concept

Flow Continuity

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3

example

Continuity / Proportional Reasoning

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4m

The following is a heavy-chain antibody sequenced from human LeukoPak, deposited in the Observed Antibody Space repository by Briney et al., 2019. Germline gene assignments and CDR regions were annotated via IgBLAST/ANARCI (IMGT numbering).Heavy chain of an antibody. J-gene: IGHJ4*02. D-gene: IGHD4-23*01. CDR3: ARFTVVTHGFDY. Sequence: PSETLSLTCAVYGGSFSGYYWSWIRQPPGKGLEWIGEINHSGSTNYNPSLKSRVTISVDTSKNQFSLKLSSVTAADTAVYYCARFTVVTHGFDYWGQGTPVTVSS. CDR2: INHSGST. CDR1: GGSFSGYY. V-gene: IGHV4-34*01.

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Hey, guys. So in this example, I want to quickly show how to deal with proportional reasoning or proportional change questions involving continuity. Let's check it out. All right, so here we have water flowing A horizontal horizontal, cylindrical pipe, something like this. And it says water has a speed of V at point A. So let's say that this is point A and at this point, speed at a will be big V in point B has doubled the diameter. So somewhere over here, this thing grows to have double the diameter, right? So point B is somewhere over here be and the diameter. Let's say that the diameter of a will be, um d and a diameter of B will be twice that two d. And we want to know what is the volume? What is the velocity? The speed of water at this point, okay. And first, I want you to think about this, um, in conceptual terms, do you think the water will be faster or slower here and hopefully you pick that the the water will be slower. Remember if water is going into a tighter pipe part or a tighter segment of the pipe it's gonna go faster. Eso, if it's going to a wider section, is gonna go slower. And that's because water or fluid flow rates. Q. Which equals a times speed, is a constant. So if if the area increases, which it does here, the speed has to decrease so that the product a V, stays the same. Okay, so one way to think about this is if this is a to and this is a right and this grows to a four, this is 20. This has to decrease to a five so that this is still cool, so it should be slower, which means that it's not going to be the same. It's not going to be faster, so it's now down to whether it's one it Zvi over four or V over to, and what you can do is you can just write. You can write a one view one equals a to the to right, and we're solving for or I guess I could say a and A B right And we're writing. We're solving for VB. So VB is the first area, um, times, the first speed divided by the second area. Now the area of a cylindrical pipe is pi r squared so I can write pi r squared, divided by pi r squared times the first velocity which is the okay. Now I don't have the radio. I have the I have the, um the diameter, but diameter is half the radius. And if the diameter is doubling, that means that the radius doubles as well. So I can simplify this whole thing by saying I'm just gonna call this are and this is going to be too are Okay, So if the diameter doubles the radius doubles and all these questions whenever you have diameter pretty much in all of physics, whatever you see diameter, you're supposed to change that into radius. Okay, so one is double the other, so the pies will cancel, and I can say that a is our and then this guy here is to our times v. So look what happens. I have, um I have r squared this to hear becomes a 44 r squared. So the R squares canceled and you're left with V over four. Okay, so if the radius becomes twice as big, then the speed will become four times smaller And that's because the area depends on the square of the radius. So if the radius becomes twice as big, then the area becomes four times greater, which means that the speed has to go down by a factor of four. So the answer will be vey over. Four. Cool. These are pretty popular. Hopefully, this makes sense. Let's keep going.